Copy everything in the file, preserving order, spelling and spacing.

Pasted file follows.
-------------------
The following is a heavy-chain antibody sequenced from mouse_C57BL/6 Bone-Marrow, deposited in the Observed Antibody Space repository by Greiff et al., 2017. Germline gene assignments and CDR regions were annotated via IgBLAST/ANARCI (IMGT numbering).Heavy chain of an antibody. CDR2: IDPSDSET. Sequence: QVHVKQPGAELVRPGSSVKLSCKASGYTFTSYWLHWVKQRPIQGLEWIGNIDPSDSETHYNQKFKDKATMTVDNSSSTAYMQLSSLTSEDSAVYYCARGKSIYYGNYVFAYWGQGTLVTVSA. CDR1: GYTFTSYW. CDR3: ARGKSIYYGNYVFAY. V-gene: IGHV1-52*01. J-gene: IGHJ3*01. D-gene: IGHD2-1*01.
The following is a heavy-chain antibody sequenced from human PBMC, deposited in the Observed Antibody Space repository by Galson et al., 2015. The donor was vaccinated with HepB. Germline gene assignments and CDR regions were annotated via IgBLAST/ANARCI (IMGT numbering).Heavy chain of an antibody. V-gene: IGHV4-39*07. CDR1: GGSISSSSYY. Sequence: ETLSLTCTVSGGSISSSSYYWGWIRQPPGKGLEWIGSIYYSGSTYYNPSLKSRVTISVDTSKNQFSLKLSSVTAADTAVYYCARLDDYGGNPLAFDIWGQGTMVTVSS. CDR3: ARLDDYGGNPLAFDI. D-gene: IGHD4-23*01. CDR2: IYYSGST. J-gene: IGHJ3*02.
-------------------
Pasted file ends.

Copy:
The following is a heavy-chain antibody sequenced from mouse_C57BL/6 Bone-Marrow, deposited in the Observed Antibody Space repository by Greiff et al., 2017. Germline gene assignments and CDR regions were annotated via IgBLAST/ANARCI (IMGT numbering).Heavy chain of an antibody. CDR2: IDPSDSET. Sequence: QVHVKQPGAELVRPGSSVKLSCKASGYTFTSYWLHWVKQRPIQGLEWIGNIDPSDSETHYNQKFKDKATMTVDNSSSTAYMQLSSLTSEDSAVYYCARGKSIYYGNYVFAYWGQGTLVTVSA. CDR1: GYTFTSYW. CDR3: ARGKSIYYGNYVFAY. V-gene: IGHV1-52*01. J-gene: IGHJ3*01. D-gene: IGHD2-1*01.
The following is a heavy-chain antibody sequenced from human PBMC, deposited in the Observed Antibody Space repository by Galson et al., 2015. The donor was vaccinated with HepB. Germline gene assignments and CDR regions were annotated via IgBLAST/ANARCI (IMGT numbering).Heavy chain of an antibody. V-gene: IGHV4-39*07. CDR1: GGSISSSSYY. Sequence: ETLSLTCTVSGGSISSSSYYWGWIRQPPGKGLEWIGSIYYSGSTYYNPSLKSRVTISVDTSKNQFSLKLSSVTAADTAVYYCARLDDYGGNPLAFDIWGQGTMVTVSS. CDR3: ARLDDYGGNPLAFDI. D-gene: IGHD4-23*01. CDR2: IYYSGST. J-gene: IGHJ3*02.